The art exhibition is divided into three sections: Joy of Fish, Significance of Fish, and Vessels for Fish. The first section, Joy of Fish, presents various ceramics and embroideries with goldfish motifs. One ceramic vessel is decorated with vivid images of goldfish in vitriol-red with gold paint. The embroidered works include a pair of silk slippers delicately embellished with the utmost detail. The centerpiece of this section is a thirteen-meter-long painting entitled One-Hundred Goldfish (Jinyu baiying tu juan) by Jin Zhang, the mother of Wang Shixiang (1914–2009); painted in the first year (1909) of the Xuantong reign (1909–1911), the work depicts the lively fish through elegant brushwork.


The second section, Significance of Fish, features the auspicious import of goldfish in traditional Chinese culture. When goldfish (jinyu) are shown swimming through aquatic plants, they represent a “hall filled with gold and jade” (jinyu mantang) and “prosperity and high-status in abundance” (fugui youyu). Goldfish with lotus (lianhua or hehua) represent “successive years of abundance” (liannian youyu) and “celebrations with gold and jade” (jinyu tonghe). Goldfish with pomegranates represent flourishing sons and grandsons, and the pairing of goldfish with wisteria is called “purple tassels with gold seals”, meaning the glory of a high official-position. These auspicious motifs are found in paintings, kesi tapestries, embroidery, mother-of-pearl inlay, colored glass, enamels, and other fine embellishments on hand-held fans, ceramics, fabric for clothing, containers for scholarly accoutrements, snuff bottles, and other articles used in the daily life of a bygone era. Each motif shows the outstanding technical mastery and creativity of the artisans.


The third and final section, Vessels for Fish, is a display of the basins used to raise fish in the Qing palace courts. Historical archives record how the imperial administration used vessels fashioned from different materials—such as ceramics, enamels, glass, and copper—in a variety of shapes and sizes for raising goldfish in the Forbidden City, Garden of Perfect Brightness (Yuanming yuan), Summer Palace (Yihe yuan), and the Mountain Villa for Escaping Heat (Bishu shanzhuang). This exhibition features goldfish basins with blue dragons-among-clouds designs from the Kangxi (1662–1722), Yongzheng (1723–1735), Qianlong (1736–1795), and Tongzhi (1862–1873) reigns, allowing visitors to see the development of designs used in the creation of goldfish basins.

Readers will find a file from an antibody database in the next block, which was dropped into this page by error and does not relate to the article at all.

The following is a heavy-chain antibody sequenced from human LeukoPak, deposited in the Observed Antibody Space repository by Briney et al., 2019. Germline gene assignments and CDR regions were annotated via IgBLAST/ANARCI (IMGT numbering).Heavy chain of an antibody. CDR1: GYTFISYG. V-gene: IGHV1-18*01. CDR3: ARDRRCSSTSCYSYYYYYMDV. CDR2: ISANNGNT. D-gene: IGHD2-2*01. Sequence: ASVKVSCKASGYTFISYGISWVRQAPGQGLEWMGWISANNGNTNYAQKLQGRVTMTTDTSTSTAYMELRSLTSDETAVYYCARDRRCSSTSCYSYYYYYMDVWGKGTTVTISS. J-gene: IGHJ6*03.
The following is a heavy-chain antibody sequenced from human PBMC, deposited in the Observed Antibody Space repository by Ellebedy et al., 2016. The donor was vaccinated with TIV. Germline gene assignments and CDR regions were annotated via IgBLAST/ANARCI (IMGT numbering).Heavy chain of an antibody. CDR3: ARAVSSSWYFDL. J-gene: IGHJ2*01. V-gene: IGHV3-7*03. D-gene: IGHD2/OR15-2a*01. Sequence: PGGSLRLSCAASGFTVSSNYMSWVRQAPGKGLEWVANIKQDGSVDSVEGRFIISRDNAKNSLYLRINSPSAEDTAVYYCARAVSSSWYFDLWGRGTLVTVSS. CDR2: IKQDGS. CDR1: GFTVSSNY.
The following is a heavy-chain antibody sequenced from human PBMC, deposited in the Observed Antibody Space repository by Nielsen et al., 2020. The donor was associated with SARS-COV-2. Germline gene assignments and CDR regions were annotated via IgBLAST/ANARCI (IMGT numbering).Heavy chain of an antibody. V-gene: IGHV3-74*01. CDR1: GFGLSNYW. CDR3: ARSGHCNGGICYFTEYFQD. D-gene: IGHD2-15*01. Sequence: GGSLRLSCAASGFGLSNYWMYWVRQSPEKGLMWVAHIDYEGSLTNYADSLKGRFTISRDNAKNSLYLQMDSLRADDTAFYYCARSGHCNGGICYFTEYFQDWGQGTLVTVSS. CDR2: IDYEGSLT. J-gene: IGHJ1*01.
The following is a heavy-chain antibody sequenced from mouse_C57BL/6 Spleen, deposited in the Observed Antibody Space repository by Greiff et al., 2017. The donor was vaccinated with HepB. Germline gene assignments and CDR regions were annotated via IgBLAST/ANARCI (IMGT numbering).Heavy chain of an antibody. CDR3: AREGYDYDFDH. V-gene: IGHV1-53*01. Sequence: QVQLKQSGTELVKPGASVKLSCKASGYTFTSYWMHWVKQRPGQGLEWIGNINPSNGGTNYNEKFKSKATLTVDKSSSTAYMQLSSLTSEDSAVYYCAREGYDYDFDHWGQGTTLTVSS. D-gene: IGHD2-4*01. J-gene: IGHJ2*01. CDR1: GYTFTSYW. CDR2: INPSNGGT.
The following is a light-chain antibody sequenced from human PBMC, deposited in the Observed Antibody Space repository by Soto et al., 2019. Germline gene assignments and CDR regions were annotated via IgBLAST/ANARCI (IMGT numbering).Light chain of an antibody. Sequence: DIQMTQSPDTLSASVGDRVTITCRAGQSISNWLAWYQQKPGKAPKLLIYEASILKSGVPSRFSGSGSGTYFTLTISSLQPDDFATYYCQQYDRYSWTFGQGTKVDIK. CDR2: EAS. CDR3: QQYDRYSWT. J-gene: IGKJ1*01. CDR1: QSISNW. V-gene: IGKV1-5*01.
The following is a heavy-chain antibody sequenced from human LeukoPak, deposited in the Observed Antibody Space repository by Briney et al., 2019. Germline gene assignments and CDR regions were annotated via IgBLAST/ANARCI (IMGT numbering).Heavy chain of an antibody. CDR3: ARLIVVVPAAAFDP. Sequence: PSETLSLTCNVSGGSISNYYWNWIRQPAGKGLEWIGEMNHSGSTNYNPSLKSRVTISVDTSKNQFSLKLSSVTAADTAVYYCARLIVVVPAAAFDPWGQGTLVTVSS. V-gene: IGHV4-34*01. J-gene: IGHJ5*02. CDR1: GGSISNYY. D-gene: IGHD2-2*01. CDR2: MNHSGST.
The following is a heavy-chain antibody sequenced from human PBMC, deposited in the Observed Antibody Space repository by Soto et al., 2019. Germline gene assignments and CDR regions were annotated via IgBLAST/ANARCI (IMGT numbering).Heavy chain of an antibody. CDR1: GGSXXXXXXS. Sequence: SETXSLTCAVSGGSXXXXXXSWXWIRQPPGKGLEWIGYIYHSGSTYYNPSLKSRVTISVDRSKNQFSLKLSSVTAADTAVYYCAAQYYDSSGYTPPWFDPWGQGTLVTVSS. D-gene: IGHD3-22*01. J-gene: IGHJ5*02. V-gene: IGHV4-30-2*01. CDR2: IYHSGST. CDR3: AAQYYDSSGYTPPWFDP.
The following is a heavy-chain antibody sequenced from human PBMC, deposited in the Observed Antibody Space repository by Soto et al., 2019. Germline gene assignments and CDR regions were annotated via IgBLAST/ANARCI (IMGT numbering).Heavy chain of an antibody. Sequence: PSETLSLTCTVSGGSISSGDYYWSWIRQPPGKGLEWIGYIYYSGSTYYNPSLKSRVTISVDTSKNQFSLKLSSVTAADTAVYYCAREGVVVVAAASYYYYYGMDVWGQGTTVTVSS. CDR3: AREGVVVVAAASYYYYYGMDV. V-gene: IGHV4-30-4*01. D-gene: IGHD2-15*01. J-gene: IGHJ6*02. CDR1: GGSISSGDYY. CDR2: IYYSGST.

Through a comprehensive presentation of live goldfish and related art, this exhibition allows visitors to experience the appeal of traditional culture all while serving to promote the legacy of the Beijing fish industry. By virtue of these cooperative efforts, palace goldfish will continue to have a productive development. Additionally, the exhibition benefits goldfish breeding and related exchanges throughout China. Visitors from around the world may enjoy the beauty of these fish beside the Bower of the Spirit Pool (Lingzhao xuan)—the only Western structure built within the Forbidden City during the Qing dynasty—while appreciating traditional culture in this unique museum experience.

Translated and edited by Adam J. Ensign and Zhuang Ying